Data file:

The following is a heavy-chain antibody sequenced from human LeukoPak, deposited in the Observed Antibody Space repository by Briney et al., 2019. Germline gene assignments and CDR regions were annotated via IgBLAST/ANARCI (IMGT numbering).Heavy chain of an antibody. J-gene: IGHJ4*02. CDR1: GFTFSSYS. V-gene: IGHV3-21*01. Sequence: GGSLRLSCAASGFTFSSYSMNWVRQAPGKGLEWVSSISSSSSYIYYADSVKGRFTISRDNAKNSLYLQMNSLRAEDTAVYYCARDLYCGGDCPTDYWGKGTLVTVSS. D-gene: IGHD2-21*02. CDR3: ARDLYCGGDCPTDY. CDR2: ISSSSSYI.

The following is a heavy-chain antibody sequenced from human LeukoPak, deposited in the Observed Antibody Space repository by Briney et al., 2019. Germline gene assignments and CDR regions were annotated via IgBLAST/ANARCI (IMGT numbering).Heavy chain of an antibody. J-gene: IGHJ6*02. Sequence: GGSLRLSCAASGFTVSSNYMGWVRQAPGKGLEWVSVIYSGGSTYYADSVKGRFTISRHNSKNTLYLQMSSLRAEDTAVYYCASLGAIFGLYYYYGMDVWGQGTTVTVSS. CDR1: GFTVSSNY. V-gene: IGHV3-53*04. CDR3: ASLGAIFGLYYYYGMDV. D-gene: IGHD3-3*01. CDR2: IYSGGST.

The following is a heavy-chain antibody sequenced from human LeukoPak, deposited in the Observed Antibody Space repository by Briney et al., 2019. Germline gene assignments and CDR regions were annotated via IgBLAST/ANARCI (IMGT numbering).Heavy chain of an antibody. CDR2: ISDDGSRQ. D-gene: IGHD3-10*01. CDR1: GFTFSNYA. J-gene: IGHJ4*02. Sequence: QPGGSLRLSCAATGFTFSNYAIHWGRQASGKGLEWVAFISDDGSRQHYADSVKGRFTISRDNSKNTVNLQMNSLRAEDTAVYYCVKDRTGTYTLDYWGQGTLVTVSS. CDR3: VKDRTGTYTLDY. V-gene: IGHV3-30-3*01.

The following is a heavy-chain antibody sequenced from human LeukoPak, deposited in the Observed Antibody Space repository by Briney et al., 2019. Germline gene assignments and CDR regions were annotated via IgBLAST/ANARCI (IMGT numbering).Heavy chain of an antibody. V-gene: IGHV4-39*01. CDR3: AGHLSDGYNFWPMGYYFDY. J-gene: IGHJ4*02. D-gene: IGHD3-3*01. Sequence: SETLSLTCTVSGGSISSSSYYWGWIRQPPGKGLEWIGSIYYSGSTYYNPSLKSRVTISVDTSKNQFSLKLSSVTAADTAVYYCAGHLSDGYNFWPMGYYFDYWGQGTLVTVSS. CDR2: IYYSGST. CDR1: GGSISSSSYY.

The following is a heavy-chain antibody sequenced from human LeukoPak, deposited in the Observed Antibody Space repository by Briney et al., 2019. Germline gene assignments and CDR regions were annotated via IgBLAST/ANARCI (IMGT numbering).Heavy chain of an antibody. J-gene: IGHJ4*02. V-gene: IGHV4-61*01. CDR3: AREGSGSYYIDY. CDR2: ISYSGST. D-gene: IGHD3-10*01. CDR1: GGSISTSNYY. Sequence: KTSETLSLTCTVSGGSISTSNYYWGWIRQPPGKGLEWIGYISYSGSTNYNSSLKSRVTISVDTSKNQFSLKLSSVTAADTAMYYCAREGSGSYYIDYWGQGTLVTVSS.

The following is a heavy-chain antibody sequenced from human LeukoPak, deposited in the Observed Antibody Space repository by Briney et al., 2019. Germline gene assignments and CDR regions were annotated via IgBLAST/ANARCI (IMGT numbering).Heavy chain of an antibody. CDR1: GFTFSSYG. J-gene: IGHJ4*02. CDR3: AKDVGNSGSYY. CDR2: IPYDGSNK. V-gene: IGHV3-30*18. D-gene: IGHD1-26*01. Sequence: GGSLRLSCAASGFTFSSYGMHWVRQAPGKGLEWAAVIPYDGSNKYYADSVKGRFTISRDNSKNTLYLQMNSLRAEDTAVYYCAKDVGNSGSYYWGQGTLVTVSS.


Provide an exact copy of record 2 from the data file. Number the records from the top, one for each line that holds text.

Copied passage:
The following is a heavy-chain antibody sequenced from human LeukoPak, deposited in the Observed Antibody Space repository by Briney et al., 2019. Germline gene assignments and CDR regions were annotated via IgBLAST/ANARCI (IMGT numbering).Heavy chain of an antibody. J-gene: IGHJ6*02. Sequence: GGSLRLSCAASGFTVSSNYMGWVRQAPGKGLEWVSVIYSGGSTYYADSVKGRFTISRHNSKNTLYLQMSSLRAEDTAVYYCASLGAIFGLYYYYGMDVWGQGTTVTVSS. CDR1: GFTVSSNY. V-gene: IGHV3-53*04. CDR3: ASLGAIFGLYYYYGMDV. D-gene: IGHD3-3*01. CDR2: IYSGGST.